The Super Tuesday Hangover

I’m going to be avoiding political news for the rest of the week. I’m doing this for my own sanity. I have an audio drama to finish editing and freelancing jobs to carry on with and lovely actors to record some insert scenes with. And frankly, like many of you who were disappointed in last night’s results, I need to devote my time and energy to summon hope and positivism and joy after the sorrow and sleeplessness caused by Super Tuesday. (I finally did get some sleep. But it wasn’t easy. And I know I wasn’t alone. I was texting with three friends at 4 AM, all of us up, all of us worried, all of us advocating for different candidates, all of us seeing the shocking reality ahead of us. What serious political wonk looking at the long game implications wasn’t up at an ungodly hour contemplating the horrific consequences of four more years of Cheeto?)

The Democratic Establishment, a cowardly entity that prioritized a formula that didn’t work in 2016 and that went all in on a doddering Wonder Bread spokesman who cannot get names, dates, or places right and who is less inspiring than Walter Mondale, Michael Dukakis, and George McGovern combined, decided that Joe Biden would be the man to defeat Trump and coordinated accordingly in Dallas on Monday night. Even the best polls inform us that Biden can barely muster little more than 50% against the worst President that this nation has ever had the misfortune to endure.

I will vote for Biden if he is the frontrunner. But he won’t get a dime from me. I won’t campaign for him. I have no enthusiasm for this man whatsoever. I may as well be voting for a potted plant that can occasionally form coherent sentences while it is being watered. Honestly, someone needs to find Corn Pop and get his side of the story. I’m guessing Biden wasn’t nearly as tough as he thought he was.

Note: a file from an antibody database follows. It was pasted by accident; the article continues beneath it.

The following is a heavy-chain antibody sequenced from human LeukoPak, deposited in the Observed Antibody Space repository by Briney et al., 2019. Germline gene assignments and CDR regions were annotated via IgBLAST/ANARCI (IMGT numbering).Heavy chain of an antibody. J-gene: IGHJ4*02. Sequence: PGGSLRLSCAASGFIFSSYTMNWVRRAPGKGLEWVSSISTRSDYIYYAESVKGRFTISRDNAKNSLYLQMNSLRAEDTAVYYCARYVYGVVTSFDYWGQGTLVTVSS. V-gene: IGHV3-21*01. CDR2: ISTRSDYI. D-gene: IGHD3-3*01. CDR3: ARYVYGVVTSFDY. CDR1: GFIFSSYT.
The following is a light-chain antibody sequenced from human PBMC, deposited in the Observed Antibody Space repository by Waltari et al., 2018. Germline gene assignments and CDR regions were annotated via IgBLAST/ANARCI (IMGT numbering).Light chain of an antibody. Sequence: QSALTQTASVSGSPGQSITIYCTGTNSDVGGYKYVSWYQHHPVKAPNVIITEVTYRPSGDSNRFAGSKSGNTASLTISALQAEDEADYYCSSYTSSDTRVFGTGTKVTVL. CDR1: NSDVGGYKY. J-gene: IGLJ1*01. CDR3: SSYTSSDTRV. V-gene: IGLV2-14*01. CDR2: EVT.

Sure, we have to vote for him in November if it comes to that. We have little choice. But Joe Biden is not a man for the people. He is not a unity candidate. He is meaner than Bernie and more of a bully. Biden’s needless attacks and insults on voters — such as berating the two vets who bravely confronted his pro-war record in Oakland, calling an Iowa voter “a damn liar,” and telling another voter questioning his policy that he was fat — are not the stuff of a President who must consider the viewpoints of others and remain coolheaded and respectful when facing justified criticism. Frankly, Biden’s conduct here is far more Trumpian than any comparisons that have been applied to Bernie.

And poor Elizabeth Warren. She couldn’t even carry her own state. She refused to see the writing on the wall and stayed in the race too long. And now Warren and Sanders supporters are at each other’s throats on social media. Fractiousness and divisiveness. The stuff we don’t need right now. The best thing that Warren can do — if she truly believes in progressive policy — is to drop out of the race and persuade her followers to vote for Bernie. That’s the only way we’ll get a progressive President at this point. But it’s not likely. It looks like we’re all going to be holding the bag for a gaffe machine.